All graduate students have shared office space in the Department.
The Department's Graduate Studies Committee has equal representation of current graduate students and faculty members. Graduate students have voting representatives on a number of other committees, and at Department meetings. The participation of students is confined to policy matters. Most Department meetings are open to all graduate student and participation in discussion is invited.
In addition, all graduate students in the Department automatically belong to the Sociology Graduate Students Caucus (SGSC).
The SGSC conducts monthly meetings to keep sociology graduate students informed of relevant issues, important events, and department business. The SGSC serves as a go-between for students and the Department, and is involved in planning social events for graduate students.
There is a Graduate Students' Association at the University and Sociology students are represented on its Governing Council.
Students are encouraged to make presentations on their thesis research within the Department, at University colloquia, or at professional meetings.
The Department holds, in March, a one-day Graduate Student Research Symposium, organized by students, and featuring papers presented by Sociology graduate students. Graduate students from other Social Sciences disciplines, and Sociology graduate students from other universities in Alberta, have also participated in these symposia.
The Department of Sociology has a major commitment to the use of computers in its teaching and research programs. Sociology graduate students have access to extensive computing facilities and consulting. A computer lab supported by the Department and the Faculty of Arts is housed within the Department. The Faculty also provides two large computer labs with hundreds of computers, and there are more than ten large-scale workstations campus-wide available to the Sociology students.
Graduate students can access a number of campus resources related to their research and teaching, including workshops on professional skills, teaching certificates from the Teaching and Learning Centre, and programs and events offered by the Graduate Students' Association. Graduate students gain experience in the classroom as teaching assistants and many advanced doctoral candidates hae the opportunity to teach their own courses.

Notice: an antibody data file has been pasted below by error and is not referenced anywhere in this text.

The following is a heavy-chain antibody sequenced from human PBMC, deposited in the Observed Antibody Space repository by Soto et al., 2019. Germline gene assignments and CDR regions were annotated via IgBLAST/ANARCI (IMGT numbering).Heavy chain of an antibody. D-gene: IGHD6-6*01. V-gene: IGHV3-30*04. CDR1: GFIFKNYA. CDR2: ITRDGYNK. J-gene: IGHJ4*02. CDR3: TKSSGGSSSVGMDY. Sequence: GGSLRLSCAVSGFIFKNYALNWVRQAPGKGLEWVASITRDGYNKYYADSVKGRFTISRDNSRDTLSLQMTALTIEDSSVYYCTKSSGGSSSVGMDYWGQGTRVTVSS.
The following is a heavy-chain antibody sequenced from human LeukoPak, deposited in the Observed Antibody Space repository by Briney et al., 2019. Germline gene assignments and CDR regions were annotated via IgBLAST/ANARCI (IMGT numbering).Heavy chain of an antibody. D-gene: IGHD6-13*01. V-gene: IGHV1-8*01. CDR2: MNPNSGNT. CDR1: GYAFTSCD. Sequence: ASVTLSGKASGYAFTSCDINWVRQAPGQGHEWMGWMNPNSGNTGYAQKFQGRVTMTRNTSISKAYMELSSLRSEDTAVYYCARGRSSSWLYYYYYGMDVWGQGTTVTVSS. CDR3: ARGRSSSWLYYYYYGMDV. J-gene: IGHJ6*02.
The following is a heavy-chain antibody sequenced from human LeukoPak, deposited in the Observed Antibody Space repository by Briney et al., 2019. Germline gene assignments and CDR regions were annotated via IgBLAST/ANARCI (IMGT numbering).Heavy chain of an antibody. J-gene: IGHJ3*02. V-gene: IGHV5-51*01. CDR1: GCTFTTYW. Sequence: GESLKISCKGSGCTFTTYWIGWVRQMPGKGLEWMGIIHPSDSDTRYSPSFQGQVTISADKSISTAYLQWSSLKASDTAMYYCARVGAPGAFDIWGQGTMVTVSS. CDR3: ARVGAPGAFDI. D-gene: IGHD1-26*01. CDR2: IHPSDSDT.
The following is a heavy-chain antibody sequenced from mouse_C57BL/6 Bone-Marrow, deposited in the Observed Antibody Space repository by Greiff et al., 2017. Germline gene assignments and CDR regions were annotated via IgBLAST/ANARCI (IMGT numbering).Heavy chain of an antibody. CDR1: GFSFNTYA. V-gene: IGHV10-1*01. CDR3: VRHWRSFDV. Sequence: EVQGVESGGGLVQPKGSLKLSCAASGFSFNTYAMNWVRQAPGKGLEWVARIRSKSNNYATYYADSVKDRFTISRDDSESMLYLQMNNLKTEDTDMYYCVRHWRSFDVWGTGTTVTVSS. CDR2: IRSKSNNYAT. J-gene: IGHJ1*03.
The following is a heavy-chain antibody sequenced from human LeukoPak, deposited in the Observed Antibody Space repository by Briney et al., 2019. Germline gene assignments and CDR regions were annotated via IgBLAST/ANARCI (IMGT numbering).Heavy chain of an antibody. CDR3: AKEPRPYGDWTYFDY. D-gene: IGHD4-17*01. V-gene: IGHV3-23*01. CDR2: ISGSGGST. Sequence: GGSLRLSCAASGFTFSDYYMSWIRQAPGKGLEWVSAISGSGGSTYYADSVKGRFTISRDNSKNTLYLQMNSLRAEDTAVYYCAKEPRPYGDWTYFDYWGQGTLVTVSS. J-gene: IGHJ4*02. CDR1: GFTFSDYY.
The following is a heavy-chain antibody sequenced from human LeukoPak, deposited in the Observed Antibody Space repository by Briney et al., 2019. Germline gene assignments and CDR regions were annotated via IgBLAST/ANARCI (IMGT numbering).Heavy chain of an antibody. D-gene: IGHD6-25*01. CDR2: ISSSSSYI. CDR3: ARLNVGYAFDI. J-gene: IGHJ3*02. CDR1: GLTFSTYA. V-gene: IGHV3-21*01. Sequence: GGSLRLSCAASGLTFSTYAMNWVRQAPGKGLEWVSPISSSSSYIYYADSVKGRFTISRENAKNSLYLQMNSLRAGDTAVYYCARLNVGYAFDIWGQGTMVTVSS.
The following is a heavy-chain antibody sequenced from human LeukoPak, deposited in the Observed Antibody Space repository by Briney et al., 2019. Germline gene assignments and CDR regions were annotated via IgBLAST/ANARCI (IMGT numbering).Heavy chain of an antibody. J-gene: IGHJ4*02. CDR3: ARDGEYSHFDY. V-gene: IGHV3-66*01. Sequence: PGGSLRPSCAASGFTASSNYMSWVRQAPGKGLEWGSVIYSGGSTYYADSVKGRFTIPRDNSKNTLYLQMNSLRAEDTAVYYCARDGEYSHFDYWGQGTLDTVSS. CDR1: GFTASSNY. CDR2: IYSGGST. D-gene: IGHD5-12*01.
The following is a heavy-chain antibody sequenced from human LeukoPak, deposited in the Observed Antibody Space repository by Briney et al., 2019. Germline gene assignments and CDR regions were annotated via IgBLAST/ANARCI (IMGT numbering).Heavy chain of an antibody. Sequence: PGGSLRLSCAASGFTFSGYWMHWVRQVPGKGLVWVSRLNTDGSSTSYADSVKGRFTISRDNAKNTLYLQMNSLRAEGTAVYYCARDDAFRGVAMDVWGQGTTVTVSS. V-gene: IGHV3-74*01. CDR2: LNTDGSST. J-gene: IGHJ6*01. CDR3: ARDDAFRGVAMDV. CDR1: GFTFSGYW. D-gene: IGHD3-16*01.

The University Library supports an extensive data archive housing many Canadian and foreign data sets that are easily accessible for student and faculty research. The University is also a member of the Inter-University Consortium on Political and Social Research, providing ready access to thousands of data sets from countries around the world. The University Library is equipped with electronic cataloguing and information retrieval systems and is accessible through the web fro the university community. It is also a repository for Government of Canada documents.
Housed within the University Library, the Prairie Regional Research Data Centre (RDC) is part of an initiative by Statistics Canada, the Social Sciences and Humanities research Council (SSHRC) and university consortia to help strengthen Canada's social research capacity and to support the policy research community. The RDC provides researchers with access to microdata from population and household surveys, which is particularly relevant for much sociological research.
The Journal of Comparative Family Studies is housed in the Department and edited by Department members.
Affiliations are maintained with Faculty of Arts research units on Canadian Ethnic Studies, Socio-Legal Studies and Public Policy Studies. Other affiliations include the Prairie Centre of Excellence for Research on Immigration and Integration, Institute for Managing Diversity, the Health Promotion Group, and the Population and Ethnic Studies Laboratory.
The Department maintains an internet website which is frequently updated. This website provides a variety of information about the Department including current research and publications by faculty members.